Interoperability is a huge benefit. I currently work for a very large electric utility designing a massive P25 Phase 2 system that cover 9 states with over 220 towers and unknown number of mobiles and HT's in the thousands. Not only can any radio talk to any other radio anywhere on any frequency band, all can talk to local police, sheriff, fire, gas utility, water utility and Homeland Security.

    Here is the real threat digital VHF and UHF repeaters bring to hams, or the delight if you are a younger ham hungry for modern technology, is it can replace all that expensive HF space robbing equipment allowing you to talk to anyone, anywhere, anytime with data with nothing more than a inexpensive HT like a CELL PHONE already does. Heck you do no teven need a HT on the commercial side, any cell phone will work with BeOn app. You may not like that, but can save the hobby and bring youth back to an antiquated hobby. Doubt it will be C4FM. but it will all be digital sooner than you think. Just gotta wait for the winner modulation to surface be it D-Star, DMR, C4FM, TDMA or some other unknown modulation. One thing for sure is convention FM days are numbered.
     
    Last edited: Jun 23, 2019
    N7BKV likes this.
  7. KF5LJW

    KF5LJW Ham Member QRZ Page

    Forgot one important point. As for which digital mode you use today is a pretty simple decision. Look at a repeater directory and see what modes there are in your area. Fusion seems to be falling off a cliff in a lot of areas. So if there is mostly D-Star and no Fusion, you are not going to be a Happy Camper stuck with an expensive Fusion capable conventional FM radio.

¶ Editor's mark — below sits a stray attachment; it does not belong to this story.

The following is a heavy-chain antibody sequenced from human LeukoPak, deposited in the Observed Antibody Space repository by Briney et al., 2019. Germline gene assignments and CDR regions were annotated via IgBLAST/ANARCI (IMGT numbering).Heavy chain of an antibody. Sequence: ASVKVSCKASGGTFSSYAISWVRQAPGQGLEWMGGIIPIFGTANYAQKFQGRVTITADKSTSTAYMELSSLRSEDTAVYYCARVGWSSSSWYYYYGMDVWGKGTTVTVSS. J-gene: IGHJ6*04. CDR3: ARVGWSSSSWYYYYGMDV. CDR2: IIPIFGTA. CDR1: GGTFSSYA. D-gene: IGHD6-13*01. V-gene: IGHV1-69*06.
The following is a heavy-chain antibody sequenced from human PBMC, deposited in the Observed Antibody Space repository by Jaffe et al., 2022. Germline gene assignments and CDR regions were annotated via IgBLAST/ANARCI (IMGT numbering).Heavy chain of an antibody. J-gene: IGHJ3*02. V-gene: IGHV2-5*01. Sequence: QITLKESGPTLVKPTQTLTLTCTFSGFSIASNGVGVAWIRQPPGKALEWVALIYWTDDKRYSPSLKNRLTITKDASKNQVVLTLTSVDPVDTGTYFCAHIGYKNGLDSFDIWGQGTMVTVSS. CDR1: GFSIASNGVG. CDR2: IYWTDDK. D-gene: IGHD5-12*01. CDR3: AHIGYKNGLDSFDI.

Not certain, but I think most Yaesu C4FM radios are Auto mode. Check it out and not limit yourself to one Yeasu model. In my area D-Star is the best choice, secon dis DMR, and Fusion is a No Go.
     
    N7BKV likes this.
  8. N7BKV

    N7BKV Ham Member QRZ Page

    This addresses the core of my concern behind my original post.

    Only time will tell. And a lot of hardware will get shelved along the way.
     
  9. AI3V

    AI3V Ham Member QRZ Page

    Let me translate this for you.

    "We have a radio here that uses a modulation scheme all our own,and no other radio manufacturer can make one without paying us a royalty.

    We need our salesmen to convince some mayor that the guy digging the ditch for the overpass drain would somehow have a need to talk to a detective 3 states over, so talk about homeland security.

    If we pull this off, we can sell tens of thousands of radios at several thousand dollars a pop, and buy a new boat."

    Rege
     
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  10. K7JEM

    K7JEM Ham Member QRZ Page

    "Narrow" mode FM uses the same 12.5KHz channels, although it technically uses more bandwidth than a C4FM transmission would use. This narrow mode was mandated for most commercial two way users several years ago, and has been used on the 900MHz band for several decades, so it is nothing new. It has been available on most commercial two way radios for around 20 years or so.

    How does the digital modulation extend battery life? FDMA modes use constantly keyed transmitters, same as FM, so TX current draw should be the same. On RX, I don't think there would be a whole lot of difference, probably the digital would require more current, simply because more circuitry is involved to do the D/A processing, etc.

    Now, DMR and other TDMA may offer some TX power advantages, since the actual PA is only running less than 50% of the time, but you're making it sound like simply being "digital modulation" creates an inherent power savings, which it does not.